Also on the theme of PDF discipline, 11 PDF members in Yesagyo Township of Magway Region were arrested and disarmed by colleagues for beating and abducting a mother and two children. They will be tried in NUG court. (Myanmar Now 8/8)
The internal purges continue within the junta, as the pressure of the growing military defeat leads to recriminations by the dictator against his commanders. This time a top confidant of dictator Min Aung Hlaing, Lt. Gen. Tay Za Kyaw, is the victim, arrested and interrogated at the end of July. Tay Za Kyaw accompanied the dictator on foreign trips and was a leader in the junta-proxy USDP political party. (Ayeyarwaddy Times 8/5) This follows
A total of 62 other junta officers at the general and colonel ranks were forcibly retired at the end of July. These officers had already been transferred from military duty to civilian government departments, and are out of favor with the top junta brass, for reasons not explained. (DVB English, 8/7) This purge, with the earlier ones, shows a regime with few trusted members and a justified fear of being undermined by its own officers.
The rampant inflation exacerbated by the printing of 20,000 kyat banknotes by the regime is hurting not only the general population, but in particular military families most acutely. Soldier salaries of 100,000 to 200,000 kyats per month, while barely sufficient before the coup, have long since been rendered unlivable by the kyat’s loss of value since then. Soldier families are expected to stay on their bases and not leave, as hostages against desertion, which prevents them from supplementing their income. The result is military families in “deep trouble” and experiencing hunger. (Ayeyarwaddy Times 8/7)
At the Chinese-owned Wangbao copper company in Salingyi Township of Sagaing Region, 300 junta troops have cordoned off the entire local village of Wet Hmay and are preventing villagers from entering or leaving, shooting at those who try. They fear starvation. The junta is claiming the land for the company, without paying for any of it. (Khit Thit Media 8/6)
Seven hundred junta troops attacked 4 villages in Thabeikjin Township of Magway Region on August 4. In one of them, they found and murdered six young men, then dressed the corpses in captured PDF uniforms, and the junta’s propaganda media claimed they were dead PDF soldiers. In fact they were civilians. (Khit Thit Media 8/8)
The Shan Human Rights Foundation reports junta army murders and gang rapes in Muse Township during the recent battle with the Ta’ang ethnic army (TNLA). Troops killed three village men on July 27 and then dressed the corpses in captured TNLA uniforms for propaganda purposes. One of the men was killed by mortar fire, the other two beaten and shot. Other troops kidnapped a pregnant woman on July 30 and sexually assaulted her, then kidnapped a mother of two children and gang-raped her. (Mekong News 8/9)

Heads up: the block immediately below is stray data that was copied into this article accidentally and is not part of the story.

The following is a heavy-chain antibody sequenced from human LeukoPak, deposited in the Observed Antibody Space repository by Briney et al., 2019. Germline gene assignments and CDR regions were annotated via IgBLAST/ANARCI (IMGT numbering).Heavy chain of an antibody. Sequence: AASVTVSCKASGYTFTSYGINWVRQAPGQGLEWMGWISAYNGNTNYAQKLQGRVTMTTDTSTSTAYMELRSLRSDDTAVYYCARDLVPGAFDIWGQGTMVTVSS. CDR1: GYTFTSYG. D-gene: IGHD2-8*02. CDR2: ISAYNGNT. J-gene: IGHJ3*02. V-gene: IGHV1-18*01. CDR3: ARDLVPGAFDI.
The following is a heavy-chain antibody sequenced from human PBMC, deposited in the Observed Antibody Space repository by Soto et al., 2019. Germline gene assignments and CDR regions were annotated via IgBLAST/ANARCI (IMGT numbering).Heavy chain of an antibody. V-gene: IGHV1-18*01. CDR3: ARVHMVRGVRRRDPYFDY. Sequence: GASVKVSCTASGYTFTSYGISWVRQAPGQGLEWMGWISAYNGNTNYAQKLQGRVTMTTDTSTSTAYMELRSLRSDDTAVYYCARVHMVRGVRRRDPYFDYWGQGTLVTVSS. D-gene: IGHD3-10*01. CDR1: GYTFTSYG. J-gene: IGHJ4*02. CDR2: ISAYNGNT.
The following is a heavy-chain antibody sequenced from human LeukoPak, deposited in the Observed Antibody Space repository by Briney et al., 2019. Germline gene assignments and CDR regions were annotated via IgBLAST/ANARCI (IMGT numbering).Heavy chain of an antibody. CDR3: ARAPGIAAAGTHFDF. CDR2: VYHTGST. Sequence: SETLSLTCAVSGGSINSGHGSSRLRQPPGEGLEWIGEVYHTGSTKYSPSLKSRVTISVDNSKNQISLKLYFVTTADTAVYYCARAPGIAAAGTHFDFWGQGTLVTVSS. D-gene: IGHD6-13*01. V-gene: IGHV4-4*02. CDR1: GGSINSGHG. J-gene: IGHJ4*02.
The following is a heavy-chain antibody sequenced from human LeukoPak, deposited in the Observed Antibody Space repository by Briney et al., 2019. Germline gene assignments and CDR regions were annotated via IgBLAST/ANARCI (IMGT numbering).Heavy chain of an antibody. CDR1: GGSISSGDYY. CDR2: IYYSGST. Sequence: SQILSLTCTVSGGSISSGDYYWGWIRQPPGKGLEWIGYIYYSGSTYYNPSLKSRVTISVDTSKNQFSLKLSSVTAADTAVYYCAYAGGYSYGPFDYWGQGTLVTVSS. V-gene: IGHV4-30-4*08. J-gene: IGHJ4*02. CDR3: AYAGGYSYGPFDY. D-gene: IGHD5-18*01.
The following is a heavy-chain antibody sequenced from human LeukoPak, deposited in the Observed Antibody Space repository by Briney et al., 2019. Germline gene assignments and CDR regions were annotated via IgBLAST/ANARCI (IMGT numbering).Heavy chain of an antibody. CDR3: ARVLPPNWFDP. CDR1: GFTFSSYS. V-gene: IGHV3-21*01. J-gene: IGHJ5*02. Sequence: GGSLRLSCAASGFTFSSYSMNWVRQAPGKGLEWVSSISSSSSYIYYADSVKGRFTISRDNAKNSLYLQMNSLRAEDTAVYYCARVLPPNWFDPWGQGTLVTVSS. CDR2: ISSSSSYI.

Junta troops at an entrance gate to Myaung Township in Sagaing Region have been abducting young women for no reason and gang-raping them. The women were stopped at a road checkpoint on the Monywa-Chaung Oo road. (Ayeyarwaddy Times 8/10)
Political and economic-------------------
August 8 was the 35th anniversary of the 1988 massacre of thousands of anti-fascism protesters in Myanmar during the democratic uprising that year. Remembrances took place in many locations, including some clandestine protests using umbrellas decorated to say “8 8 88”. Last year there were viral photos of these umbrellas at a downtown crossroads in Yangon, so the junta patrolled that intersection heavily this year. The umbrellas showed up elsewhere.
The price of rice, the basic foodstuff in Burma, has risen over 20% since July 31. Merchants say this is due to 2 causes, the printing of 20,000 kyat banknotes and the war on farmers in the rice belt. Still, the junta is trying to force prices to stay the same with its “price stabilization committee.” The regime proposes to stockpile rice and sell it to workers at half the market value through regime-controlled shops. Likewise for other commodities like cooking oil. (The Irrawaddy, “စစ်ကောင်စီ ကုန်ဈေးနှုန်း ကျအောင် လုပ်နိုင်ပါ့မလား”, 8/5)
The financially desperate Naypyitaw regime is again grasping at overseas migrants’ salaries. In an August 10 announcement, the junta’s “embassy” in Bangkok declared that Myanmar workers in Thailand must return home to schedule their salaries to pass through regime-controlled banks, to be exchanged at the regime’s artificially-low exchange rate as a form of tax, and so that the regime can capture the hard currency as it gets exchanged into the increasingly worthless Myanmar kyat. (DVB English, 8/10)
Singapore-based UOB Bank decided to cut funds availability to the Burma junta by limiting money transfers to and from Burma. UOB already closed its Burma branch, and will now close all accounts opened there. This bank is used by junta officers, crony companies, friends of the regime, and investors doing business in Burma. Pressure from the American government is rumored to be behind the move. Singapore banks have been used for junta weapons purchases. (Ayeyarwaddy Times 8/10)
There is another round of protests against the Chinese-owned mines in Sagaing Region for supporting the junta’s genocide of the people there. The Wangbao and Yang Tse companies own three copper mines in Salingyi Township that provide staging grounds for the junta’s terrorist raids and mortar shelling of surrounding villages, as well as paying royalties that support the fascist regime. The mines are built on land stolen from local communities, and even before the coup they created health problems with their waste. (The Irrawaddy 8/10)
 The Irrawaddy, “Chinese Miner Called on to Stop Aiding Myanmar Junta Atrocities”, 8/10/23